wp.length = SizeOf(wp); //to please the WIN32 gods


    GetWindowPlacement(hWnd, &wp);


    return (SW_SHOWMAXIMIZED == wp.showcmd);


Structures as COM objects

When a structure is used as a COM object all its members appear as properties on the COM object. Here's an example of how you can use this feature:


InstallShield Objects are also COM objects. Hence invoking methods or accessing properties on InstallShield Objects happens through COM. Here's the script for an InstallShield object called God:


property(get) STRING LatestNews();
STRING m_strLatestNews;


function STRING get_LatestNews()
    return m_strLatestNews;


method void Marry(object, object);


function void Marry(she, he)
    if(he.NetWorth < 1024 * 1024) then
        m_strLatestNews = he + " did not marry " + she;
        Err.Raise(1000, "", "He's too poor");


    she.NetWorth = she.NetWorth + he.NetWorth;
    he.NetWorth = 0;                                
    m_strLatestNews = he + " married " + she;


In a setup that includes an instance named "My God" of the above object you include the following script:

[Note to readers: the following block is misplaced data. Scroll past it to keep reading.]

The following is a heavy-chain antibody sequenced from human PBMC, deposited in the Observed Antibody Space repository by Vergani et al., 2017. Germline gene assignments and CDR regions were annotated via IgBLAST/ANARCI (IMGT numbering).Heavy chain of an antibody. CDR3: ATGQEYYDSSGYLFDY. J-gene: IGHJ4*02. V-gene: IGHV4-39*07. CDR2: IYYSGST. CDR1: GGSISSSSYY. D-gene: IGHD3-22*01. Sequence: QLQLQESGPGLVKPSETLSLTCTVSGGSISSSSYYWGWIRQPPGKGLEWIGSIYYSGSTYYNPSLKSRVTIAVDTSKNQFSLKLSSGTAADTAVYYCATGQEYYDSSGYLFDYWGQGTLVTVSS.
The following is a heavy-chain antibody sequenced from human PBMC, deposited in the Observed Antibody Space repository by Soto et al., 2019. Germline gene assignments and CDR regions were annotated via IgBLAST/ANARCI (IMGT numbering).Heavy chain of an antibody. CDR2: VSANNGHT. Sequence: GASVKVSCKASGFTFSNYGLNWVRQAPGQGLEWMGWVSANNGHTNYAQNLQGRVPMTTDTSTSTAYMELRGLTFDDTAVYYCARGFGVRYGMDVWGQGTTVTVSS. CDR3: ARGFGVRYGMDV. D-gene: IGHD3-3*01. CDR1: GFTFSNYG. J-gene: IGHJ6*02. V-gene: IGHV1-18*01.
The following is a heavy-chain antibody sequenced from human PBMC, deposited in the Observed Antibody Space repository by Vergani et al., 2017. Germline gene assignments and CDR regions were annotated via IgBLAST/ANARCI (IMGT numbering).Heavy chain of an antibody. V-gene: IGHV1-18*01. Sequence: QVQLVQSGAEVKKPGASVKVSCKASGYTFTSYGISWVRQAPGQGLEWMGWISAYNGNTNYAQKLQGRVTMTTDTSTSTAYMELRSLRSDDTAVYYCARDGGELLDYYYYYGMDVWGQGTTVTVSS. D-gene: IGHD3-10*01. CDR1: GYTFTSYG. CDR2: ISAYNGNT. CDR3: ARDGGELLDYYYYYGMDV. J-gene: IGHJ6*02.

typedef PERSON
    string    Name(50);
    number    Age;
    number    NetWorth;


function OnBegin()
PERSON him, her;
    him.Name = "Joe";
    him.Age = 39;
    him.NetWorth = 9800;


    her.Name = "Jane";
    her.Age = 37;
    her.NetWorth = 1048576;


        set God = GetObject("My God");
        God.Marry(her, him);
        MessageBox("Marriage failed because: " + Err.Description, SEVERE);


    MessageBox(God.LatestNews, INFORMATION);


Its pretty obvious what's going to happen here!


From the COM perspective the first member of a structure is special because it is regarded as what is known in COM parlance as the default value. This is the value of the object when it is used as such without referring to any of its methods/properties. Thus in the function Marry the assignments to m_strLatestNews gets the 'Name' of the object to build the news item. The InstallScript debugger displays only the default value of an object and hence when you watch a structure variable you only the see the value of the first member.


Structures in function parameters and assignments.